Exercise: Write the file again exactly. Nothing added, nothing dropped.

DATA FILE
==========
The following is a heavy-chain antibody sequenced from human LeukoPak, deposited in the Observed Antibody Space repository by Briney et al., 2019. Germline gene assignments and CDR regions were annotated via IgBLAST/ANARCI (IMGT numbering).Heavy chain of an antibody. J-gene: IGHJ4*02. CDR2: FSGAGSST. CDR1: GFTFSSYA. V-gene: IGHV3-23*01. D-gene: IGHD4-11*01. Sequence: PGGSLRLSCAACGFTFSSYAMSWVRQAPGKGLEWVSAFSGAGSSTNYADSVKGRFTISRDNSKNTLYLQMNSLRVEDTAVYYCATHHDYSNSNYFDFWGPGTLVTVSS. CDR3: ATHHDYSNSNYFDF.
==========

The following is a heavy-chain antibody sequenced from human LeukoPak, deposited in the Observed Antibody Space repository by Briney et al., 2019. Germline gene assignments and CDR regions were annotated via IgBLAST/ANARCI (IMGT numbering).Heavy chain of an antibody. J-gene: IGHJ4*02. CDR2: FSGAGSST. CDR1: GFTFSSYA. V-gene: IGHV3-23*01. D-gene: IGHD4-11*01. Sequence: PGGSLRLSCAACGFTFSSYAMSWVRQAPGKGLEWVSAFSGAGSSTNYADSVKGRFTISRDNSKNTLYLQMNSLRVEDTAVYYCATHHDYSNSNYFDFWGPGTLVTVSS. CDR3: ATHHDYSNSNYFDF.